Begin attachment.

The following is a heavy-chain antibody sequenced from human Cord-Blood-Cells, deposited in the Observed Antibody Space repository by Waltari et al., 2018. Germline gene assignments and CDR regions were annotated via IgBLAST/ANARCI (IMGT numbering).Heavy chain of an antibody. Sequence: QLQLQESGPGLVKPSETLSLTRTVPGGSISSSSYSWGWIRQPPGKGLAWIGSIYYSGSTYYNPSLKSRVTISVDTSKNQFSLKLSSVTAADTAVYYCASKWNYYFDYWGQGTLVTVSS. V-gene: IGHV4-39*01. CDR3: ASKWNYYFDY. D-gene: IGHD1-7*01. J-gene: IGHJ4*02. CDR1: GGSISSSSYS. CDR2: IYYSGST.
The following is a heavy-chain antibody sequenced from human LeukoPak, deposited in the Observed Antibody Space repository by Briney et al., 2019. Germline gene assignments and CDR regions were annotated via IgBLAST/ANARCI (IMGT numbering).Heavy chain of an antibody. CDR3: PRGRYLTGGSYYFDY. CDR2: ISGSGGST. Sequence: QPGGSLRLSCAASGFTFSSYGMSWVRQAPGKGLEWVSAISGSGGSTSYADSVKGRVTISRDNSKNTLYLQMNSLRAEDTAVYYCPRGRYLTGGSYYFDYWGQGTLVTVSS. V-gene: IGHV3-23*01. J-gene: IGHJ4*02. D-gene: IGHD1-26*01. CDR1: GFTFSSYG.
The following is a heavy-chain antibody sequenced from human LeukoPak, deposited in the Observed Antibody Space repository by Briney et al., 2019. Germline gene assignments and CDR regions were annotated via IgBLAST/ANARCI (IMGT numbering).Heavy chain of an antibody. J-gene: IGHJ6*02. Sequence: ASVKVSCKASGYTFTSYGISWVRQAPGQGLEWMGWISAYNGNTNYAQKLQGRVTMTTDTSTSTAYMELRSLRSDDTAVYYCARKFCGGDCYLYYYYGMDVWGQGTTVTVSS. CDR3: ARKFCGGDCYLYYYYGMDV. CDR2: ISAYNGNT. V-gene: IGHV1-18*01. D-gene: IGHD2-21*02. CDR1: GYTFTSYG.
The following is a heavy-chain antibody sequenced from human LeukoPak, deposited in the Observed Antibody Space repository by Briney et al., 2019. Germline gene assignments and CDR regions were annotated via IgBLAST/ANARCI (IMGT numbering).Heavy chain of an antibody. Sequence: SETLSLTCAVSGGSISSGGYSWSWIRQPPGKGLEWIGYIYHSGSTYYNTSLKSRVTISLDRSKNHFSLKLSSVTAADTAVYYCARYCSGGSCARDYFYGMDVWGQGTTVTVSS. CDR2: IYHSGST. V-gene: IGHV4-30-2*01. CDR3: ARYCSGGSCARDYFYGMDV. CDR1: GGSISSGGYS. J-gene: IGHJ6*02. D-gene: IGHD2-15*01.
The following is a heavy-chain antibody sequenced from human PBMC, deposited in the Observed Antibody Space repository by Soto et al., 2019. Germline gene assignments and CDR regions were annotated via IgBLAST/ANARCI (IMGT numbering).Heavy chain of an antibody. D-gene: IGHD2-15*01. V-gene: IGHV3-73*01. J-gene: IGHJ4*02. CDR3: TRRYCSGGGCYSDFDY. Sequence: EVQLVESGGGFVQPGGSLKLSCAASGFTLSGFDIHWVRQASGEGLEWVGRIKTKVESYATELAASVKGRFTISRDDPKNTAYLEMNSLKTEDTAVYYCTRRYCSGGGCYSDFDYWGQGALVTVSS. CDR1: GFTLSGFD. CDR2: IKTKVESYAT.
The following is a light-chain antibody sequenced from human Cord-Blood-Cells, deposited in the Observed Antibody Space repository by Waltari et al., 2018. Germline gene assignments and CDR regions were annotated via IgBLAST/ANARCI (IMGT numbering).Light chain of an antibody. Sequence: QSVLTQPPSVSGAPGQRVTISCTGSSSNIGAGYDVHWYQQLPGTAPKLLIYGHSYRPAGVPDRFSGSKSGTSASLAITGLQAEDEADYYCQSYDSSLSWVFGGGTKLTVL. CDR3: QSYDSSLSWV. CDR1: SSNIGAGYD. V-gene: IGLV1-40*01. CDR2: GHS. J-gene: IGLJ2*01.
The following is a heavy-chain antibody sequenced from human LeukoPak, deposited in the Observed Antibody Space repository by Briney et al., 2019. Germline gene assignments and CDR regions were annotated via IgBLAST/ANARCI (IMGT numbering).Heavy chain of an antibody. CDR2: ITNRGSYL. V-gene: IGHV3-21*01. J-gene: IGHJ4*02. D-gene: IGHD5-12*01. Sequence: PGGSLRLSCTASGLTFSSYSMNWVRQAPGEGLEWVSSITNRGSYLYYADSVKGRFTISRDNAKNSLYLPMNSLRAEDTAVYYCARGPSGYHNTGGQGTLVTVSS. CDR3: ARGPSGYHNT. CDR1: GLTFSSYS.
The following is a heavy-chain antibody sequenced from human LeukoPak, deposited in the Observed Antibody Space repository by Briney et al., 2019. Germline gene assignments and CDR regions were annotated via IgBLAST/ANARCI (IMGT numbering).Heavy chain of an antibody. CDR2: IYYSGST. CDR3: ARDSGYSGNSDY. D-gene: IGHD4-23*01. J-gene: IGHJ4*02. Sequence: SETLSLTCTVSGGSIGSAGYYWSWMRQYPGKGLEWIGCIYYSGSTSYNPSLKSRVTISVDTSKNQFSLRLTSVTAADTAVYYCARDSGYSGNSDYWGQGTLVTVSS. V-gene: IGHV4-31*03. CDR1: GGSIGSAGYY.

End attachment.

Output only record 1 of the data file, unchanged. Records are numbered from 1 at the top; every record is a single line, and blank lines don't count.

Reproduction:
The following is a heavy-chain antibody sequenced from human Cord-Blood-Cells, deposited in the Observed Antibody Space repository by Waltari et al., 2018. Germline gene assignments and CDR regions were annotated via IgBLAST/ANARCI (IMGT numbering).Heavy chain of an antibody. Sequence: QLQLQESGPGLVKPSETLSLTRTVPGGSISSSSYSWGWIRQPPGKGLAWIGSIYYSGSTYYNPSLKSRVTISVDTSKNQFSLKLSSVTAADTAVYYCASKWNYYFDYWGQGTLVTVSS. V-gene: IGHV4-39*01. CDR3: ASKWNYYFDY. D-gene: IGHD1-7*01. J-gene: IGHJ4*02. CDR1: GGSISSSSYS. CDR2: IYYSGST.